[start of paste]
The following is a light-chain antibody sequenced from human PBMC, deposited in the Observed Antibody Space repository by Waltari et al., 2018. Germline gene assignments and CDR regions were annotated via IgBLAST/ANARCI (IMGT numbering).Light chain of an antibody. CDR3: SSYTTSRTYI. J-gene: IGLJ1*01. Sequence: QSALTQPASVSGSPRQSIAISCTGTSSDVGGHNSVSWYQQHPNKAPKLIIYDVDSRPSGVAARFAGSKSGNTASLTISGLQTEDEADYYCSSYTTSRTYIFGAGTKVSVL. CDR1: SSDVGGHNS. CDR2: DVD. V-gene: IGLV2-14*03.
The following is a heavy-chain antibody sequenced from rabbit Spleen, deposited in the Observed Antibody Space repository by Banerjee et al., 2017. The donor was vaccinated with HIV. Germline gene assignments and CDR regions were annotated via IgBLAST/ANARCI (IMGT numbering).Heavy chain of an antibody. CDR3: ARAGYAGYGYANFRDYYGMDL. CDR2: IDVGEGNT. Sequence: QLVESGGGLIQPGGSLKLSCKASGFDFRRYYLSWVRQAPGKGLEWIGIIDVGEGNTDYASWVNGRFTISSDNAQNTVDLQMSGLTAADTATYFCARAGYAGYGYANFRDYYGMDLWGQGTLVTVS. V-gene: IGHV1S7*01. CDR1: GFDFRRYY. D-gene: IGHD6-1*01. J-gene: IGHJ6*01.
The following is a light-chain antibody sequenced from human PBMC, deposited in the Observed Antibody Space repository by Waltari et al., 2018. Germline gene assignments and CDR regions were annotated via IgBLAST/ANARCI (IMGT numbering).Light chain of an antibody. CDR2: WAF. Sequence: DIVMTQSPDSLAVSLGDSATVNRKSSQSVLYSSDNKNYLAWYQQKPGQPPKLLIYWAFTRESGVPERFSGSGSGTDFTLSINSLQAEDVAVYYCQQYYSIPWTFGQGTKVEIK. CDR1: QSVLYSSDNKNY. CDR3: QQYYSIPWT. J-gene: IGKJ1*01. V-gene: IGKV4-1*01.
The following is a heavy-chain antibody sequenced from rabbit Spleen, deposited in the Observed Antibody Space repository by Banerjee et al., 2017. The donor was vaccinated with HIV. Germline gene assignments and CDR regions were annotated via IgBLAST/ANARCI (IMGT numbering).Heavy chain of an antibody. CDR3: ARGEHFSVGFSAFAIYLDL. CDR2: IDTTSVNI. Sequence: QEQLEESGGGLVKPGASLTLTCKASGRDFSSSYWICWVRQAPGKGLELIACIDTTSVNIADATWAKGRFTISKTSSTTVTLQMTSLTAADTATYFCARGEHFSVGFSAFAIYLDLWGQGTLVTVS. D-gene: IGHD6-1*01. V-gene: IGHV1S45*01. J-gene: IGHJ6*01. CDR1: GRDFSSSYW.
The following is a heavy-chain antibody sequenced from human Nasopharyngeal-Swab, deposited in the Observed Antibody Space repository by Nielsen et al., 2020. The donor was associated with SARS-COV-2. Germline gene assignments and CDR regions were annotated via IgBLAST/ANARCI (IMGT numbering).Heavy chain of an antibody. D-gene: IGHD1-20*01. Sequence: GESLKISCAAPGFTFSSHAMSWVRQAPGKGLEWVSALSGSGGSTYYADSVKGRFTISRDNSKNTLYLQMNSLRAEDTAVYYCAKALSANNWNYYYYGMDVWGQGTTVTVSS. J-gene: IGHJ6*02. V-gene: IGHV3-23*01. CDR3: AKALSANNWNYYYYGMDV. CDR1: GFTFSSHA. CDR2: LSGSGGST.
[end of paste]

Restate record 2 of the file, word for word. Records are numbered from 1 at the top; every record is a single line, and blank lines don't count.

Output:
The following is a heavy-chain antibody sequenced from rabbit Spleen, deposited in the Observed Antibody Space repository by Banerjee et al., 2017. The donor was vaccinated with HIV. Germline gene assignments and CDR regions were annotated via IgBLAST/ANARCI (IMGT numbering).Heavy chain of an antibody. CDR3: ARAGYAGYGYANFRDYYGMDL. CDR2: IDVGEGNT. Sequence: QLVESGGGLIQPGGSLKLSCKASGFDFRRYYLSWVRQAPGKGLEWIGIIDVGEGNTDYASWVNGRFTISSDNAQNTVDLQMSGLTAADTATYFCARAGYAGYGYANFRDYYGMDLWGQGTLVTVS. V-gene: IGHV1S7*01. CDR1: GFDFRRYY. D-gene: IGHD6-1*01. J-gene: IGHJ6*01.